Locking the door doesn’t necessarily mean you’re safe. Find out what dangers may be lurking inside your hotel room. And before you scoff, just remember: These hotel nightmares have actually happened to real people. Could you be next?
Carbon monoxide poisoning
Does your hotel room have a carbon monoxide detector? If not, you’ll have no warning if this deadly, odorless, colorless gas penetrates your sleeping area. Frighteningly, an ongoing leak could go undetected until it has claimed multiple victims.
In 2013, three people mysteriously died in the same hotel room in Boone, N.C. First, an elderly couple died, and authorities couldn’t figure out why. Then, an 11-year-old boy stayed in the same room weeks later and also died. After further investigation, the cause of death for all three turned out to be carbon monoxide poisoning.
Think your hotel guarantees privacy? Former ESPN sportscaster Erin Andrews found out that locked doors and drawn curtains aren’t always enough to keep the pervs away when someone filmed her through the peephole in her hotel room’s door.
The stalker requested the room next to her (without Andrews’s knowledge) and the hotel granted the request without question. The stalker was then able to alter the peephole on Andrews’s door so that he could film through it with a cellphone camera.
Hotels often give you a false sense of security. Consider this incident that took place at a Miami Beach hotel last year: A man followed a tourist into a hotel and then into the elevator. He told her he was staying on the same floor and then overpowered her and forced her into her room, where he allegedly raped her and then stole her money.
Never let anyone know that you’re staying alone in your room. Don’t make it obvious that you only need one key when you’re checking in, and don’t leave a room service order for one hanging on your door. Avoid letting strangers know which floor you’re staying on, never open the door to someone you don’t know (even hotel staff, as someone could easily pose as part of the maintenance crew), and always lock your door with the security chain when you’re in the room.
Years ago, almost 100 people were killed in a fire at the Dupont Plaza Hotel in Puerto Rico, after the flames quickly jumped from floor to floor due to furniture made from highly flammable material. How would you get out of your hotel room if there were a fire? Make sure you have an escape route in mind and that your hotel has a sprinkler system and working smoke detectors. Fires can spread quickly in hotels, and sleeping guests may not wake up in time to get out.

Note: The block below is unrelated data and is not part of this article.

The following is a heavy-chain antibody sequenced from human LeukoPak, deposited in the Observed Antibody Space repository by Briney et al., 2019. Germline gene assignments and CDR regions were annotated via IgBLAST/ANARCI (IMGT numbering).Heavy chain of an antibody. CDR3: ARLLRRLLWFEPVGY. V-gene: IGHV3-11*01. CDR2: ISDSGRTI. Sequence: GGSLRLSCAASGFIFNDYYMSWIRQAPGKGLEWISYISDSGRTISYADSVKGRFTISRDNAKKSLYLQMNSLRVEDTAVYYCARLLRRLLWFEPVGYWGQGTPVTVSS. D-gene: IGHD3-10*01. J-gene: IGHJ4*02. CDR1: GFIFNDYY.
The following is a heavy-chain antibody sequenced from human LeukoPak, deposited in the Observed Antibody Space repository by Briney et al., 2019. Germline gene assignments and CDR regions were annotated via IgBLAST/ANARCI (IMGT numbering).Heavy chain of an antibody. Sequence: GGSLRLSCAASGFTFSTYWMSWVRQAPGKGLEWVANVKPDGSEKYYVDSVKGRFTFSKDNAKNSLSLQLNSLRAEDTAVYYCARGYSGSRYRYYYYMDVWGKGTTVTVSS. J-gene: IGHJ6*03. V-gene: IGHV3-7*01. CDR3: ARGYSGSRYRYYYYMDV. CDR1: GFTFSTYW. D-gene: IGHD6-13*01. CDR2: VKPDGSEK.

Consider all the people who have access to your hotel room: housekeeping, maintenance, front-desk staff, and others. Once you leave your room for the day, who’s to say that your stuff will be safe? Not even the room’s safe is theft-proof. In 2013, a thief stole more than $6,000 worth of goods and cash from a room at a five-star hotel by posing as a guest who had lost the key to his in-room safe.
Did you stop checking for monsters under the bed once you reached a certain age? Maybe you should revisit that habit when you check into a hotel. This gruesome list details all of the times that hotel guests have discovered a human corpse hidden under the bed frame or mattress in their hotel.
It only takes a quick glance at the Bedbug Registry to see how prevalent bedbugs have become in hotels across the country. Bedbugs can hide in the furniture, not just the bed. In hotels, they have a revolving door of delicious human hosts to feed on nightly — and to hitch a ride with back to your home. All it takes is one pregnant bedbug stowaway for you to get a full-blown infestation in your house or apartment. Follow these tips to protect yourself.
Sick of hearing about bedbugs? Here’s a different (but equally gross) infestation to think about the next time you check into a hotel: scabies. Known as the human itch mite, scabies is caused by a parasite that burrows into the upper layer of the skin, lays eggs, and causes an intense itchy rash.
Scabies can survive for up to three days away from human skin and can live in furniture, carpets, and bedding used by infected people. If someone with scabies stays in your hotel room before you, things could get real itchy real fast—even if the room has been vacant for a few days between guests. Scabies symptoms can take as long as four to six weeks to manifest, so you may not even make the connection between your itching and a hotel room that you stayed in more than a month ago.
Ever hear of the murder hotel? In 1893, H. H. Holmes built a three-story hotel near the grounds of the Chicago World’s Fair. He constructed secret passages, trapdoors, and soundproof, inescapable rooms within the hotel. He then used these secret sections to trap and murder dozens of hotel guests and employees. That’s probably not going to happen these days, but murders aren’t exactly unheard of in normal hotels, either.
Take the case of Lara Jones, who was murdered by a security guard who broke into her hotel room in Havana. The man was eventually arrested and confessed, but he gave no explanation for the seemingly senseless attack. Jones was not sexually assaulted and the guard did not steal anything from the room.